I only wish to say one or two words on this occasion. I was not in the House when this Vote came on just now. I understand that the Government, profiting by the experience of a few nights ago, offered to report Progress. And I am bound to say, in the interests of those who are not present, and who I know would have been anxious to discuss this Vote, that I regret the Motion to report Progress was resisted on this side of the House. Had I been in the House I should have acted consistently with the attitude I took the other evening, and have supported the proposition to report Progress. I merely rise now in order to renew the protest which I made the other evening, but which I shall not carry further than a mere verbal protest—that it is inexpedient—I will not use a stronger word—that these Estimates should be taken at this hour of the morning (2.40). And I say this all the more anxiously on this occasion because I was talking to the hon. Member for Leicester (Mr. Picton) this evening, and he expressed a great deal of satisfaction at the Vote not having been allowed to come on on Monday evening, because, as he told me, he was interested in it, and hoped to take part in the discussion which might arise. Through the action taken this evening, the hon. Member, not being present, is precluded from taking part in the discussion. I shall not trouble the Committee with any Motion on the subject. ["Move!"] No; I will not move to report Progress. There are various matters in regard to which I have been memorialized by school teachers in my own constituency, and which I should like to lay before the Committee. I shall not trouble the Committee at this hour of the morning—I would rather prefer to reserve the complaints which my own constituents have asked me to lay before the Committee until a more suitable opportunity in the Estimates of next year.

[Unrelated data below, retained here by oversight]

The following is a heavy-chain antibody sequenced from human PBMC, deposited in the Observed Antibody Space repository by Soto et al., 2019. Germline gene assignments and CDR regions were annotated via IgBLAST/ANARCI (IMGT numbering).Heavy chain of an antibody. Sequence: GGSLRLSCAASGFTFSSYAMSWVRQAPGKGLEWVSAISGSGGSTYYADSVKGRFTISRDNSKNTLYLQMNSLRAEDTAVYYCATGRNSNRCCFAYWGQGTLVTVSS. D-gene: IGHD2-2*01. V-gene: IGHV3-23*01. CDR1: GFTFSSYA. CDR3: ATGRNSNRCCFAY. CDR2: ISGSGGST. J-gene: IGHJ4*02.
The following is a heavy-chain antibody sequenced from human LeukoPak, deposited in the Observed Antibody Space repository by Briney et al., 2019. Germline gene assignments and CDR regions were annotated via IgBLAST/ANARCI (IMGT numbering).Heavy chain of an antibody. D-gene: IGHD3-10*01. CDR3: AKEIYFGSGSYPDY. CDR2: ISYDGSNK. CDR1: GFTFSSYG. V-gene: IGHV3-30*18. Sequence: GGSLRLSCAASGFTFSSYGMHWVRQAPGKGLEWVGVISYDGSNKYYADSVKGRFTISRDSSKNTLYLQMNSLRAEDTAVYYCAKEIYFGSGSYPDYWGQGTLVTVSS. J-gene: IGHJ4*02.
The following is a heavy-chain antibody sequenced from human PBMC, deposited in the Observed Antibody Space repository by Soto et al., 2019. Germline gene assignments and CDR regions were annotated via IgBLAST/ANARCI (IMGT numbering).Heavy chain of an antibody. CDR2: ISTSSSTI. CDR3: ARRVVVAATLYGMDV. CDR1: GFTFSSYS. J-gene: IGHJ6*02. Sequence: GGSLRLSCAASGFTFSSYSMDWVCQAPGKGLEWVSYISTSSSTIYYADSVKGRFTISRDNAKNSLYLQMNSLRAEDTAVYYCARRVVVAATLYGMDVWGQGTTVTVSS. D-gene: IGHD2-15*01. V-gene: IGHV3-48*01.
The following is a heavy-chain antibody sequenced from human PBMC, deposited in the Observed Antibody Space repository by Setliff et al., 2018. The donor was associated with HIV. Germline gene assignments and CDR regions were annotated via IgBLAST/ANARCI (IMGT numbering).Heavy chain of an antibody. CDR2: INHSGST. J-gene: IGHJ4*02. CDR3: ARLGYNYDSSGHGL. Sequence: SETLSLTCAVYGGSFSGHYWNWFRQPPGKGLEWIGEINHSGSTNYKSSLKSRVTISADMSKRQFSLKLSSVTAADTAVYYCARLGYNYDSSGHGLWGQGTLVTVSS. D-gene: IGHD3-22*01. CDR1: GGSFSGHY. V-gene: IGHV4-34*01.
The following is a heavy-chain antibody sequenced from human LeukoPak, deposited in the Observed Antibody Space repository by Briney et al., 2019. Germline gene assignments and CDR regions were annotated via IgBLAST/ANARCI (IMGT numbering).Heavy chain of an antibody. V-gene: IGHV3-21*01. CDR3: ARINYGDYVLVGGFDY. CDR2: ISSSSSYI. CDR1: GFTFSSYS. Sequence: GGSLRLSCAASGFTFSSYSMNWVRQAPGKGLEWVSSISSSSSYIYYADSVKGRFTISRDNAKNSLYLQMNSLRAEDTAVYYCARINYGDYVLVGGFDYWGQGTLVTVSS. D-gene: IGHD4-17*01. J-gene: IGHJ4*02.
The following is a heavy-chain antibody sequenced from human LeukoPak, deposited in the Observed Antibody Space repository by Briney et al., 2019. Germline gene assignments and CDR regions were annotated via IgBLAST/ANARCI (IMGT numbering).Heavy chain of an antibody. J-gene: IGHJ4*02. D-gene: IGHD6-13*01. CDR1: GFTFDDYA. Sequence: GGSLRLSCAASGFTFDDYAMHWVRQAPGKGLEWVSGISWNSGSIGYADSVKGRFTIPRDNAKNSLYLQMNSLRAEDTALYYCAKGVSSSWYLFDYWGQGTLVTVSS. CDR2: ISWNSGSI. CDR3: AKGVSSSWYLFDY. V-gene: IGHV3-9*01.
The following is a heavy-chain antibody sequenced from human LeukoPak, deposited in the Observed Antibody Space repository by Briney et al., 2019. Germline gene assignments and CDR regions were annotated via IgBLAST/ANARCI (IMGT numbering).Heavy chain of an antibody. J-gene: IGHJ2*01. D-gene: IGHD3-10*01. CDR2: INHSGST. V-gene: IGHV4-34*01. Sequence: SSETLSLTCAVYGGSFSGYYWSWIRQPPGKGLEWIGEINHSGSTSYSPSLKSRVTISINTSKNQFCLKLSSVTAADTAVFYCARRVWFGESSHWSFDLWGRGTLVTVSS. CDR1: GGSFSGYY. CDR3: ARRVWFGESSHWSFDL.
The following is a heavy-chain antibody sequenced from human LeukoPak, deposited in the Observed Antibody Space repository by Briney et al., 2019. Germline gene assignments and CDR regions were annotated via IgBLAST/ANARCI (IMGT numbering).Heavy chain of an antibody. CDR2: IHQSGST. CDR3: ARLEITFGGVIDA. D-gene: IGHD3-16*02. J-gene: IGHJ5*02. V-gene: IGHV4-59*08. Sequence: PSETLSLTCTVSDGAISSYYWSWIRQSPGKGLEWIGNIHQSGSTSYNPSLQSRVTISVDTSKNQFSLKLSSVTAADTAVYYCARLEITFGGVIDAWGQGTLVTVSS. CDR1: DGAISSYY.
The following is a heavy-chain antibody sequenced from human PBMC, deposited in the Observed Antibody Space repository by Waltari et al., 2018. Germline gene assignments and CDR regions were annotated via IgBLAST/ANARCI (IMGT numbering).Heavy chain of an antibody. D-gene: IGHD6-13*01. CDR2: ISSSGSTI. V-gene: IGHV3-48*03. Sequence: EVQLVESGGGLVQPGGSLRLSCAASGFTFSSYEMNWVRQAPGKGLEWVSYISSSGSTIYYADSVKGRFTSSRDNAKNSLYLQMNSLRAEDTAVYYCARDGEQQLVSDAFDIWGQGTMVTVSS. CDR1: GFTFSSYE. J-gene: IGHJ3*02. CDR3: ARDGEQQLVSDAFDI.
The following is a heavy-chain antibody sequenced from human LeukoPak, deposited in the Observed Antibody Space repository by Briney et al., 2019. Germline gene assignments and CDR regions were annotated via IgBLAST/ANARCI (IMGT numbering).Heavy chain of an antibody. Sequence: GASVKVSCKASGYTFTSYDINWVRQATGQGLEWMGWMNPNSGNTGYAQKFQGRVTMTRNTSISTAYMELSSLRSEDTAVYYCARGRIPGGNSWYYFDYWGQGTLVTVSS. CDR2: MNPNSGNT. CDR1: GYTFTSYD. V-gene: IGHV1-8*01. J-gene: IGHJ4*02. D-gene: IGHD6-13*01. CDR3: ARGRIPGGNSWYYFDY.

MR. T. P. O'CONNOR (Liverpool, Scotland)